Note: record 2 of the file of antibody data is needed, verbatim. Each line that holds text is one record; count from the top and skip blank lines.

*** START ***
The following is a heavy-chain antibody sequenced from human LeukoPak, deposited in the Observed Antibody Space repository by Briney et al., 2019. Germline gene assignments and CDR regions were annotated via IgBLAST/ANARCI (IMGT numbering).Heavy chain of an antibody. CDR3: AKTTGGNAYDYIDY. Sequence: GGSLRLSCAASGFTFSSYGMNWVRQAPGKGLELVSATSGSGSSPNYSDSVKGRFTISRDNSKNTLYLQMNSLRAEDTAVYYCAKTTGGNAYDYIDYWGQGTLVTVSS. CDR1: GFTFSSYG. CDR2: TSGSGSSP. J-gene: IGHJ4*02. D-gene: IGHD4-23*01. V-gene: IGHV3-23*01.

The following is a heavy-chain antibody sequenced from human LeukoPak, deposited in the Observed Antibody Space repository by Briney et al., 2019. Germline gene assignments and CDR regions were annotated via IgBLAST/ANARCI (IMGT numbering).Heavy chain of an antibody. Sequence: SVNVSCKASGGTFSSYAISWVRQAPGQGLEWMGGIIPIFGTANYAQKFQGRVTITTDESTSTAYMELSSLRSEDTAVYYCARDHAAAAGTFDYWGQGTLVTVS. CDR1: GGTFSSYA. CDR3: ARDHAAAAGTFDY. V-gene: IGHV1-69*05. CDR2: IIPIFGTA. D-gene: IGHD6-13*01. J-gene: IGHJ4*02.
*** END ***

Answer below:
The following is a heavy-chain antibody sequenced from human LeukoPak, deposited in the Observed Antibody Space repository by Briney et al., 2019. Germline gene assignments and CDR regions were annotated via IgBLAST/ANARCI (IMGT numbering).Heavy chain of an antibody. Sequence: SVNVSCKASGGTFSSYAISWVRQAPGQGLEWMGGIIPIFGTANYAQKFQGRVTITTDESTSTAYMELSSLRSEDTAVYYCARDHAAAAGTFDYWGQGTLVTVS. CDR1: GGTFSSYA. CDR3: ARDHAAAAGTFDY. V-gene: IGHV1-69*05. CDR2: IIPIFGTA. D-gene: IGHD6-13*01. J-gene: IGHJ4*02.